As Prepared for Delivery on September 22, 2021
Hello, everyone! It is good to join you!
When I became Chairman earlier this year, I said the NCUA must work to advance economic equity and justice. One way we are achieving that goal is through our support of minority depository institutions, or MDIs, which play an essential role in providing safe and affordable financial services to underserved communities, many of which were especially hard hit by the COVID-19 pandemic.
This is vital work, and I am fully committed to supporting MDIs, by providing them with needed resources like training, grants, loans, technical assistance, and mentoring opportunities.
We are increasing the NCUA staff devoted to supporting MDIs, and through the Community Development Revolving Loan Fund, we continue to fund MDI mentoring partnerships. These mentoring grants help bring MDI credit unions facing challenges together with more experienced credit unions that can provide guidance and technical assistance.
And, as part of this year’s Revolving Loan Fund grant round, the NCUA allocated more than $1 million to low-income designated credit unions for underserved outreach. Through our underserved outreach grants, we are supporting efforts by credit unions to help close the wealth gap in their communities. These grants are facilitating outreach activities to bring affordable financial services to more people, and supporting products and services tailored to help underserved households improve their financial security. We announced the awardees earlier this month.
Community Development Revolving Loan Fund grants may often be small in size, but they can make a big difference for small, low-income, and minority credit unions that are working to provide more and better services to their members and communities. That is why I encourage all eligible credit unions to consider applying for these grants in the future.
Also important is the participation of MDI credit unions in the NCUA’s upcoming MDI Preservation Roundtables. These online forums will take place in the Southern Region on September 28 and in the Western Region on September 30. These virtual feedback sessions will provide the NCUA with needed information on the challenges facing MDIs and how we can improve our MDI preservation program.
When speaking to groups within the credit union system, I often note that there are three ways to close the wealth gap. One way is to open and fund a retirement account, another way is to start a small business, and the third is to purchase a home.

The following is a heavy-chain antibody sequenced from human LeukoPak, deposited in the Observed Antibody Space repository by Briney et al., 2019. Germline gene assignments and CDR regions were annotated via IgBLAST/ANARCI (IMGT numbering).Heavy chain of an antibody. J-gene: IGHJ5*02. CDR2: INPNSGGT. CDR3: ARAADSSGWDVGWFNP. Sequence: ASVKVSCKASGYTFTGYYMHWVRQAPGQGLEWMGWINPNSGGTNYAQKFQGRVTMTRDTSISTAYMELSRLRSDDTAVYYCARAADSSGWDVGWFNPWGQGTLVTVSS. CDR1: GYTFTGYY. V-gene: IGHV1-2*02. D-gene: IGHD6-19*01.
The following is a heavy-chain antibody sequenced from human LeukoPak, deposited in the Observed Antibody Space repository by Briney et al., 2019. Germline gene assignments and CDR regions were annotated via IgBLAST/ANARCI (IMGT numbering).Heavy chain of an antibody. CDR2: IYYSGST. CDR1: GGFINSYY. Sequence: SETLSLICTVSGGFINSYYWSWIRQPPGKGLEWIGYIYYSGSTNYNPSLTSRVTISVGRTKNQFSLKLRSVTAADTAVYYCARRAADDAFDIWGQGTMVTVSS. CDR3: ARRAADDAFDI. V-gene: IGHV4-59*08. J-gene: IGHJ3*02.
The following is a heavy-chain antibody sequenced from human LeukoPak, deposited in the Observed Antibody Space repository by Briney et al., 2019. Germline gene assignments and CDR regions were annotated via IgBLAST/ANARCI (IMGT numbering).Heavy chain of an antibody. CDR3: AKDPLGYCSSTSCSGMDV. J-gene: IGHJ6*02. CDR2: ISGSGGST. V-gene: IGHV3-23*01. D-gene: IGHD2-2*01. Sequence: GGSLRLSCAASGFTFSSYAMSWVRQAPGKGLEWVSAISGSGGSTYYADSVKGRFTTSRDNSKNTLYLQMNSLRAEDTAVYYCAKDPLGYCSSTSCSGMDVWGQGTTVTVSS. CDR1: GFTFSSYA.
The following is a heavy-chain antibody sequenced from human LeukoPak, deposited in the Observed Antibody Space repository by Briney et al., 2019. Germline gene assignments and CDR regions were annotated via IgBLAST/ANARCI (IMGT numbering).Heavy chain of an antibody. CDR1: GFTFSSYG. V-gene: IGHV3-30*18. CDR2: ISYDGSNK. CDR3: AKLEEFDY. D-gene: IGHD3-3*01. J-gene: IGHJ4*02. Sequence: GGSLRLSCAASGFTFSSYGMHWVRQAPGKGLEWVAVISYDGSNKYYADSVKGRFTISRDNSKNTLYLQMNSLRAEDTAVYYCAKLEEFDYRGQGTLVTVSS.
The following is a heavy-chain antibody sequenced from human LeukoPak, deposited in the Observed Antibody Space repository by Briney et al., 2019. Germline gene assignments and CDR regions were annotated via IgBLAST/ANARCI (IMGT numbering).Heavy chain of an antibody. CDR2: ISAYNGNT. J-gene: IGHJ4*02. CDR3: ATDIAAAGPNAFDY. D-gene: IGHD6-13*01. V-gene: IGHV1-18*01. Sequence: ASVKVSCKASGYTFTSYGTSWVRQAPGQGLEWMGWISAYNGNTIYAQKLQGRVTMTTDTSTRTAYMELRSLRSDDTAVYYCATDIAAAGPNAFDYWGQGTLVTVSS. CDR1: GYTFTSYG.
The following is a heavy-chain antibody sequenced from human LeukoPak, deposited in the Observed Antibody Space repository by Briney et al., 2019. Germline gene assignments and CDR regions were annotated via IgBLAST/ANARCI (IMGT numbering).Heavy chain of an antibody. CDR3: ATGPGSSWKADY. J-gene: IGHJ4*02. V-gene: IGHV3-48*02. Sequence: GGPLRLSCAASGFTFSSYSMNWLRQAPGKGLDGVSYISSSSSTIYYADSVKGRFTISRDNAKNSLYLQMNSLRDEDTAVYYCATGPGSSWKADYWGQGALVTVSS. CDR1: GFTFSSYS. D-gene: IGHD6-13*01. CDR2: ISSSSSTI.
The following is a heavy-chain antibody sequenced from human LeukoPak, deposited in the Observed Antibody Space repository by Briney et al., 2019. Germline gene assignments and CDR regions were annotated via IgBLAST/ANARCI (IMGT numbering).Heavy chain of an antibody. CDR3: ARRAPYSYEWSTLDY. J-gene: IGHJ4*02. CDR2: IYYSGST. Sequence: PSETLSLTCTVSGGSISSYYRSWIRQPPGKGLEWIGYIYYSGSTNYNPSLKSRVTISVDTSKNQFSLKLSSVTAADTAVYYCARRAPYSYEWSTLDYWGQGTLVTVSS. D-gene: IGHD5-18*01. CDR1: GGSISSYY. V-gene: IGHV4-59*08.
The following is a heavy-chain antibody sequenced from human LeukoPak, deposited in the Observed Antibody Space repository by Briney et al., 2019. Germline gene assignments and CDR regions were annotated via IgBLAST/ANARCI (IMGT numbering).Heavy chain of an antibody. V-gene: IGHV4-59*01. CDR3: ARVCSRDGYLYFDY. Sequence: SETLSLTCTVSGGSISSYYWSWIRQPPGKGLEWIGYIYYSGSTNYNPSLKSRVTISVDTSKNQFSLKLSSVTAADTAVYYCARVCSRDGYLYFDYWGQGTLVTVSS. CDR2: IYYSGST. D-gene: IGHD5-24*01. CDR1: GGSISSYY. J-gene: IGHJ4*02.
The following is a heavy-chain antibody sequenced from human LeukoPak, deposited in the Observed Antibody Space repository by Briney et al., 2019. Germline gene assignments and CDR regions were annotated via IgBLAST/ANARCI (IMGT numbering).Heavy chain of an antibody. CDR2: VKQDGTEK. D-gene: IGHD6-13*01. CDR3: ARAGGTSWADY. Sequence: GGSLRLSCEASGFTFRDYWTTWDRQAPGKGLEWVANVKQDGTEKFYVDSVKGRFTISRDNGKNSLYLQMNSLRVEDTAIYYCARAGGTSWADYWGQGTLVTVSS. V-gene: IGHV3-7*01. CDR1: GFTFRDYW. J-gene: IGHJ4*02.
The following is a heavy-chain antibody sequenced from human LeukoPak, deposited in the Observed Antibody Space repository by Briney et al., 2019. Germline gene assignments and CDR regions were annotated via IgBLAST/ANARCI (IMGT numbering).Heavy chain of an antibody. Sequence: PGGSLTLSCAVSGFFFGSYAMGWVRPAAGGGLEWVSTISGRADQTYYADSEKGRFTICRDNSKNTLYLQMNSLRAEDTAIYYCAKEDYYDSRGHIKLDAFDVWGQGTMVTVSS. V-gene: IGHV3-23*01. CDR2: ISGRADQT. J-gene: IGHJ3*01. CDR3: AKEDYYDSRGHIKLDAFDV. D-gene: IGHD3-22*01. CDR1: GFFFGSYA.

We know, however, that many people of color have been denied equal access to our housing system. The result of this systemic and institutionalized discrimination is the creation of one of the widest wealth gaps between the races in the history of our country. To close that gap and advance economic equity and justice, we need to take a hard look at the barriers to homeownership that people of color face.
One way to close that gap is to examine the issue of appraisal bias. More than a decade ago in the Dodd-Frank Act, Congress enacted reforms aimed at addressing problems in the appraisal industry, and many consumer organizations and civil rights advocates supported those reforms. Among other things, Congress strengthened the powers of the Federal Financial Institutions Examination Council’s Appraisal Subcommittee, which supervises state regulatory programs. Those reforms also sought to address appraisal independence, fairness and accuracy.
Today, however, we continue to see stresses in the appraisal system, including bias based on race, and I am deeply concerned. You, too, may also have read news stories and investigations about this problem. Existing statutes like the Fair Housing Act, the Equal Credit Opportunity Act, and Title XI of the Financial Institutions Reform, Recovery, and Enforcement Act aim to address this problem, and we should use these laws to regulate, supervise, and enforce against appraisal bias.
At the NCUA, we are studying the causes of disparities in appraisal and valuation services to inform our future policymaking. We are also working with several other agencies on joint rules to establish quality control standards for automated valuation models. And, within the Federal Financial Institutions Examination Council, we are continuing conversations on what more we can do to ensure greater equity within our financial system.
In closing, by enhancing support for MDIs, enforcing fair lending laws, addressing disparities in the appraisal system, and advancing initiatives to close the wealth gap, we can address the inequalities created by centuries of systemic discrimination and exacerbated by the ongoing pandemic. We can also ensure the credit union system lives up to its mission of meeting the credit and savings needs of consumers, including those of modest means. The result will be a more vibrant economic outcome for everyone, and a stronger democracy.
I know that these issues are at the heart of what Inclusiv and its members seek to achieve each day. Please stay focused on that work.
Thank you and have a great conference!